In writing these narratives one should not mention the specific company for whom you performed this work. And in most cases, it is best not to mention the specific industry, unless of course you want to brand yourself specifically in that industry. For more on the project portfolio process and how it can be used in a job search, visit Rethink the Resume | How to Hack Your Next Job Search.

For one it is a great to have a project portfolio in your marketing collateral, but it can also serve as a means of discovery of the key defining moments and accomplishments that you have achieved during your career progression. And with proper presentation these defining moments can serve to further establish your personal brand.

Let say for example you joined a company at a certain stage of growth and during your leadership the organization grew 5X, or 10X.  In this particular narrative, you would describe the elements of your leadership, your performance, that allowed for this growth. How you managed your organization, what steps you took to keep pace, how you had to modify, build your team, how you led during this period, and what results were accomplished against all odds are important considerations.

Clearly, someone who reads this narrative may see your personal branding as a transformational leader who has the ability to scale an organization, during a stage of chaos, and normalize performance as the organization grew.

Perhaps you have a demonstrated track record of continual learning? Let’s for example consider that you are constantly seeking new learning, network strongly with your peers outside your organization to obtain knowledge on emerging trends, that you regularly participate in associations and share your expertise as a thought leader. Well, if that is a part of who you are – it would definitely represent a marketable element of your personal brand.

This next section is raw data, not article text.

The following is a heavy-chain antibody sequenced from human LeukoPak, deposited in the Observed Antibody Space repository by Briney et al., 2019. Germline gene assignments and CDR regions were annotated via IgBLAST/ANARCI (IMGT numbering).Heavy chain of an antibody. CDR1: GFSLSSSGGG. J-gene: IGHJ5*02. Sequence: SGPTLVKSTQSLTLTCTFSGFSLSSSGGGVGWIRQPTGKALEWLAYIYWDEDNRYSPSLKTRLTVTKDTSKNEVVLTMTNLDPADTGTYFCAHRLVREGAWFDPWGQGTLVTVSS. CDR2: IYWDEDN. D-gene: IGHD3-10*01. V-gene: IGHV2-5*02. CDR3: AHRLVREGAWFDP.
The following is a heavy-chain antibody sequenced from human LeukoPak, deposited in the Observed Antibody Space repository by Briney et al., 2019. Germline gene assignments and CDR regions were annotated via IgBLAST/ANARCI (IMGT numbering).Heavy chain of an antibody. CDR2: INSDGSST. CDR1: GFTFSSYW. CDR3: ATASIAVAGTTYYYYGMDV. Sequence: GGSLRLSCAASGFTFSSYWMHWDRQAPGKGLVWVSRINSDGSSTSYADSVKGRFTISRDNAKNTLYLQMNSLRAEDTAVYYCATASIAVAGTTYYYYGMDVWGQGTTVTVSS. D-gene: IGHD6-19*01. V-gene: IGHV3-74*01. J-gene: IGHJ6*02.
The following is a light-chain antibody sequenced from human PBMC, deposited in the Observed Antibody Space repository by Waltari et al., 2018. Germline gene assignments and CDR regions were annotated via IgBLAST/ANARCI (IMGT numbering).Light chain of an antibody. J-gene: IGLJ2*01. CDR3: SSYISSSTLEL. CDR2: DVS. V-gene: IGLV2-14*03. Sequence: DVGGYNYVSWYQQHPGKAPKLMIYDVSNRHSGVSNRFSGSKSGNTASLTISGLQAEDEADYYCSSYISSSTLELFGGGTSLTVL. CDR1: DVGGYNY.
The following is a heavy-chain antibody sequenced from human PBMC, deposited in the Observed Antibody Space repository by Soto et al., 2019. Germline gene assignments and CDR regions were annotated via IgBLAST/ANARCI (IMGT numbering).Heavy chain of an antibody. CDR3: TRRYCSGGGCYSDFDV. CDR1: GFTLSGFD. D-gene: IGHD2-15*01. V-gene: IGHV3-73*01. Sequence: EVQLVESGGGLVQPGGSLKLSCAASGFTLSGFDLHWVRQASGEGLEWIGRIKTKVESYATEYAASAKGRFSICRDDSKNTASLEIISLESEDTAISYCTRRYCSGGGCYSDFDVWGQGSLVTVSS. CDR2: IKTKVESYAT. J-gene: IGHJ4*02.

We could share many examples that would make great narratives in your Project Portfolio. However, the key point here is to begin a method of discovery on what you have accomplished throughout your career and look for common themes. Being able to share these narratives, explaining the commonality of your persona, can begin to shape how others receive your personal brand.

Fill the Gap

Let’s consider that in discovering your personal brand and working through the exercise of determining what may be marketable in your background, you determine that there are elements of branding that you want to have, but you have yet to obtain relevant experience in that area.

Understanding who you are but more so in who you want to be is an important element of personal branding.

I once knew a technology executive that was the CIO for a mid-size organization whose company was located in a smaller market. She had been in their role for quite some time and her branding as a result was quite skewed to that company, industry, and geographical location. In short, she felt somewhat stuck in their current role, and opportunities both internal and external were limited. What was interesting is that this executive had a bit of experience in the emerging security sector and it was something of high interest in their career path.

So what did this forward thinking individual do?

They began to educate themselves further on the topic of information security, applying many of those principles into their current organization. Next this leader began writing articles on the topic, speaking at conferences, and began building their brand as a thought leader in this field.

Fast forward and this leader was able to pivot their career and is now considered more of a CISO (Chief Information Security Officer) than generalist technology leader and is seen as an expert and thought leader in the field of information security. Needless to say this individual was able to transition into a security technology leadership role in a much larger organization, in a much larger market.

Regardless of the gap that you want to fill in your personal branding, it can be done.

Showcase Your Personal Brand